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Homeowners with Flooded Wells Should Take Precautions and Test Water


Madison, WI - April 25, 2008- With reports of the threats of widespread flooding, it is important for people who rely on a private well for drinking water to be extra vigilant about the quality of that water. If there has been any flooding around the well, there is a high risk that your water supply will be contaminated. Water that is cloudy colored or bad smelling is a sure sign of contamination and should not be used for drinking, rinsing food or dishes, making juice, baby food or ice cubes. Even if water from a flooded well looks clear, the safest approach is to assume it has been contaminated.

In these conditions, you should rely on bottled water, or water from a known safe source. If you must use water from the well, it should be boiled for one minute at a rolling boil. Testing your well water is something that should be done routinely every year. In flood conditions you should have your water tested for bacteria and other contaminants as soon as possible.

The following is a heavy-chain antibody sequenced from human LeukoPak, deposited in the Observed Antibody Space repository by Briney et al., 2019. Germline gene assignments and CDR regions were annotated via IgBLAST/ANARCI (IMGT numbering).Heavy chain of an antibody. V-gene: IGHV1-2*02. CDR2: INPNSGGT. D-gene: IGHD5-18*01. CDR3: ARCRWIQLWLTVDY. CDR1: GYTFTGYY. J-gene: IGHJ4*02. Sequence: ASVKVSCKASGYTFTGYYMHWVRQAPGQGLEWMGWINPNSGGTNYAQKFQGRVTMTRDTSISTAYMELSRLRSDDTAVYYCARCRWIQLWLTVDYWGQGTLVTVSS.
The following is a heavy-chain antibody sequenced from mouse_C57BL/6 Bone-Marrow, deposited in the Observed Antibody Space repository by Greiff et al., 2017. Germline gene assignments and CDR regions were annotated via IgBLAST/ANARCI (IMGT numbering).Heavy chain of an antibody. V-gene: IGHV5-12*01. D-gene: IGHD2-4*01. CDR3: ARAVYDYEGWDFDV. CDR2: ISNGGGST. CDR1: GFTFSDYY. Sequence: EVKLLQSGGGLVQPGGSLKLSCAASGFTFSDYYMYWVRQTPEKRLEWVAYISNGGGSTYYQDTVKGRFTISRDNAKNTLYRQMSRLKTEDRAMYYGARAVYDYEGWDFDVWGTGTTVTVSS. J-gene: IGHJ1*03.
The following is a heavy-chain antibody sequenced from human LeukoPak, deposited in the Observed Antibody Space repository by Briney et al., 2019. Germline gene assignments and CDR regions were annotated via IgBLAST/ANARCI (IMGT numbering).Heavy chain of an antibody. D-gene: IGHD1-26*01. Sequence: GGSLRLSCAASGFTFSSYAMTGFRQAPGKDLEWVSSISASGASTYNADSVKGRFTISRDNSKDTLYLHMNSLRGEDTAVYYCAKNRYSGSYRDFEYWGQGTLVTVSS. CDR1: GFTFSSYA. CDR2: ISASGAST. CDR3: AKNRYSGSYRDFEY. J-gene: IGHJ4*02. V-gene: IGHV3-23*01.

It is very important that the water from a flooded well be tested. Testing for bacteria is available to householders in Dane County with flooded wells though the Madison Dane County Public Health Laboratory at (608) 243-0357 (

Madison Dane County Public Health Laboratory also provides testing for chemical contaminants from farm and industrial run off when indicated. Free consultation on what tests are needed, interpretation of test results is included along with fees for these additional tests. (Fees range from $20-$25) For information on making arrangements for testing at the MDC Public Health Lab, send an e-mail to or call 608-243-0357 or 608-829-1164 on weekends.
If you notice a change in water quality, or anytime there's been flooding near your well, have your well tested for bacteria contamination. If contamination is found, you must disinfect your well/water supply.
Wells that test positive for bacterial contamination must be disinfected. For information on how to properly disinfect your well, go to:

• Do not eat any food that may have come into contact with flood water
• Used boiled water or disinfected water if you suspect that your water supply has been contaminated
• Do not allow children to play in flood waters - ditches, gutters, etc
Such waters may be contaminated with sewage and pesticides.
These waters may contain debris that can injure children
• Basement areas exposed to sewage must be disinfected with a chlorine bleach solution (half cup of bleach per 1 gallon of water).
Never mix chlorine bleach and ammonia --- Toxic fumes may result!



  • Jeff Golden, 243-0302